I am particularly pleased to see this paper in print, it took fifteen years and the help of over 50 research assistants to collect the data for this study. This paper started as a pet project the year my wife and I moved to Boston. That year, there was an article in the Boston Globe about a woman in Montreal who was attacked on a street and left unaided by passerbys. The Globe suggested that despite Canadians reputations, maybe Americans were now more altruistic. A hypothesis ripe for testing! Replicating an approach often associated with the famed social psychologist Stanley Milgram, with much assistance, I set out to “lose” nearly 4,000 letters in 62 urban areas in the US and Canada. The return rate served as a measure of helping/altruistic behavior. In 2001, the data confirmed a statistical tie. But, the end of data collection in 2001 also marked the horrible events of 9/11. It was immediately clear that this was an opportunity to measure how one of the most tragic events in American history might change community helping behavior. I sat on the data for ten years, returning to the field in 2011 and replicating the study in the same 63 urban areas. I expected to find a spike in helping behavior in the United States. Surprisingly, there had been a 10% decline in altruistic behavior in the United States relative to Canada. And, the decline was especially strong in those communities where the proportion of non-citizens had increased. Even more surprisingly, the trend was in the opposite direction in Canada. Since 2001, areas of Canada where the proportion of non-citizens increased experienced an increase in altruistic/helping behavior. What changed over that decade? One of the most obvious is the divergence in Canadian and US attitudes and policy towards immigrants. Canadian public opinion and the political rhetoric towards immigrants and diversity in general is much more positive than in the US. While Canada has institutionalize policies aimed at inclusion, valuing diversity, and a relatively speedy path towards citizenship, the US has not. Unintended evidence of how intolerance can hurt us all, while policies of inclusion and respect for diversity can lift us up. I discuss the implications of this trend a little further in an op-ed on why we should Stop blaming Facebook for Trump’s election win that was published in The Hill.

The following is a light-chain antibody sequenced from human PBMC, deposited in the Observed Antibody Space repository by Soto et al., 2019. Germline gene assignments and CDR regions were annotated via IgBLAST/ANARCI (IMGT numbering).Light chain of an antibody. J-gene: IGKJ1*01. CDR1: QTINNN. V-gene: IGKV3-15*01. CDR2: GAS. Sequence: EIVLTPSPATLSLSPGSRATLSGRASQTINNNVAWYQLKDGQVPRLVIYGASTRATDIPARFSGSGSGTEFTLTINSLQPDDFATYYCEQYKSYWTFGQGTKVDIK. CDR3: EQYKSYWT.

You can download the final version of the paper here, or access a draft version of the paper on my website.
Thu Mar 2, 2017 @ 11:08:02 am